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... in the mendicant nation-state, its necessary that aid be in hard currency, because the in-country purpose of aid is to balance the current account while allowing for an overvalued exchange rate so that the elite can afford nice imports.

And since the donor-country purpose of the aid is to generate demand for the products of the donor country, the two purposes are in perfect alignment.

Real aid would entail a hard limit on the hard currency portion of the budget with the balance in soft currency, generating demand for domestic capacity to supply whatever the aid is focused on, and the cap would be steadily reduced as the project developed a capacity to generate hard currency earnings to meet its own needs ... since unless the aid project is developing a capacity to generate hard currency that is equal to the hard currency requirements of the project, its not sustainable.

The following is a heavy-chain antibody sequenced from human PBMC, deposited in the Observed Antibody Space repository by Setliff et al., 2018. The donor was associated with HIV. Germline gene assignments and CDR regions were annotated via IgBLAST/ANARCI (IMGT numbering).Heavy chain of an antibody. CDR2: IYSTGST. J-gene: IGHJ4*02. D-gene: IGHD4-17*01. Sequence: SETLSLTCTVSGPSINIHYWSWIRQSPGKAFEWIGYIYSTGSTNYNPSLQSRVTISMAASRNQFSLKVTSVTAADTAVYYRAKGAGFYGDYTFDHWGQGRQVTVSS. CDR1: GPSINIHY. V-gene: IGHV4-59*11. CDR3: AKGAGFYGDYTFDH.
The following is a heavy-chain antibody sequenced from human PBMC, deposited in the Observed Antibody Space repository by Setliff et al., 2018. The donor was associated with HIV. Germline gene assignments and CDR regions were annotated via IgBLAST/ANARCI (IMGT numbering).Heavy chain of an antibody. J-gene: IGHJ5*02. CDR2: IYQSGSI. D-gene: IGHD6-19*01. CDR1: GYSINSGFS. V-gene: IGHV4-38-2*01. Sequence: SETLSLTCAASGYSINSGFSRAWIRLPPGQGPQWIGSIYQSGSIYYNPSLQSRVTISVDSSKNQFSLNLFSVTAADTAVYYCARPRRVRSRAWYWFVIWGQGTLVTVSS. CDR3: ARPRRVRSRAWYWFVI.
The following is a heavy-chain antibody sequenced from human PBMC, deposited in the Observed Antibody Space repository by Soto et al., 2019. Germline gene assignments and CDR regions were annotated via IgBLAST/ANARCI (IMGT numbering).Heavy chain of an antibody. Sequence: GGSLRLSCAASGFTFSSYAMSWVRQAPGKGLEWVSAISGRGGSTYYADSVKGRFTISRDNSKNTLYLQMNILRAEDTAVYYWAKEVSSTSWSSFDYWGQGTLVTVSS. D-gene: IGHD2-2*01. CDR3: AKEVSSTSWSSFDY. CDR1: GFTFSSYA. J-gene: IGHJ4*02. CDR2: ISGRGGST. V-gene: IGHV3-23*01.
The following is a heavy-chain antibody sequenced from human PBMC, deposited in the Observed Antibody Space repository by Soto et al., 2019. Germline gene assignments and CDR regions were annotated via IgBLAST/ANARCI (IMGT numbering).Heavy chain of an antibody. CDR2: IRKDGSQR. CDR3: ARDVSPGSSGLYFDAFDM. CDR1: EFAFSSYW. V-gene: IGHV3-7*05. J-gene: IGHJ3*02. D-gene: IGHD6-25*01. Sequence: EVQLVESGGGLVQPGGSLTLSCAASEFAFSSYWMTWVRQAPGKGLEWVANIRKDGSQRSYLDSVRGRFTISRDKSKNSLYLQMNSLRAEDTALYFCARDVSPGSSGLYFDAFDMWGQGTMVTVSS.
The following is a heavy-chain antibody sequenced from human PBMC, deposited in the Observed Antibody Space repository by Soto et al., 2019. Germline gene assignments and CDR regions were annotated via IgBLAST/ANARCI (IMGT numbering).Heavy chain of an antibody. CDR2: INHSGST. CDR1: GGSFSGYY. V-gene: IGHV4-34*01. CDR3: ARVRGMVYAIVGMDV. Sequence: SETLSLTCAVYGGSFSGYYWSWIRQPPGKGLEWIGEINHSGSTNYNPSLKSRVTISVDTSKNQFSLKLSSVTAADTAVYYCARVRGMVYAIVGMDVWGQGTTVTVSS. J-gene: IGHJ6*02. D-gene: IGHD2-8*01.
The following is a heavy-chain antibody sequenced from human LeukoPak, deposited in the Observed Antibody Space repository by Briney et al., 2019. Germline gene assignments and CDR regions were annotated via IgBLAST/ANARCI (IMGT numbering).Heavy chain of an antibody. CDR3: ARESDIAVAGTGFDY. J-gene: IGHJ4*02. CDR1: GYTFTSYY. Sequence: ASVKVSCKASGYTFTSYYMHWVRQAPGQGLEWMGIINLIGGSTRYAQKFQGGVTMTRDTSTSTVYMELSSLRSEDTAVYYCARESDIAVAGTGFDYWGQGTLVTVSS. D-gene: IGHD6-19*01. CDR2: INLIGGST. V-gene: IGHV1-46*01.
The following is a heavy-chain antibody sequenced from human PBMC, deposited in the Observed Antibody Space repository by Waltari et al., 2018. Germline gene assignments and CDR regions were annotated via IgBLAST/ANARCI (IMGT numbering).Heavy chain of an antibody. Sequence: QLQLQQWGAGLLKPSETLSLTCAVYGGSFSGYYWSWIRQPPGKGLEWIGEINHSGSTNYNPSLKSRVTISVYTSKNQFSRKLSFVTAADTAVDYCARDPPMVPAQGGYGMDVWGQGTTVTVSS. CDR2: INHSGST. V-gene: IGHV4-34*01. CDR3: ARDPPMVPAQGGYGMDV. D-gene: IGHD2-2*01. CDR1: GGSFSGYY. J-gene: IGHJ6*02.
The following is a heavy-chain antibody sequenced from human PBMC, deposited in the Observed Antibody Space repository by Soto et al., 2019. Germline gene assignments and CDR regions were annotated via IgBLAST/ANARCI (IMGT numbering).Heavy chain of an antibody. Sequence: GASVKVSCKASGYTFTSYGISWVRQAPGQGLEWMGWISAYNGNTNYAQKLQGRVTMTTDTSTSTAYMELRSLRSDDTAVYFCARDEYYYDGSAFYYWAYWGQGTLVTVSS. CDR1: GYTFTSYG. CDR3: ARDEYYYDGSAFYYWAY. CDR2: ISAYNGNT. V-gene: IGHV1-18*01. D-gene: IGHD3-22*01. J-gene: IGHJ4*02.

Some of the volunteer workers have a positive impact ... unlike USAID, where there is no statistical evidence of there being a general benefit from having a USAID project, there has been some evidence that Peace Corps programs can have some benefit. That's probably primarily because the Peace Corps is seen as window dressing, and volunteers are paid at the level of their local peers, so in the end they mostly either share some useful information or they don't, and rarely have a large enough budget to do any offsetting damage.


I've been accused of being a Marxist, yet while Harpo's my favourite, it's Groucho I'm always quoting. Odd, that.

by BruceMcF (agila61 at netscape dot net) on Wed Sep 8th, 2010 at 04:27:46 AM EST

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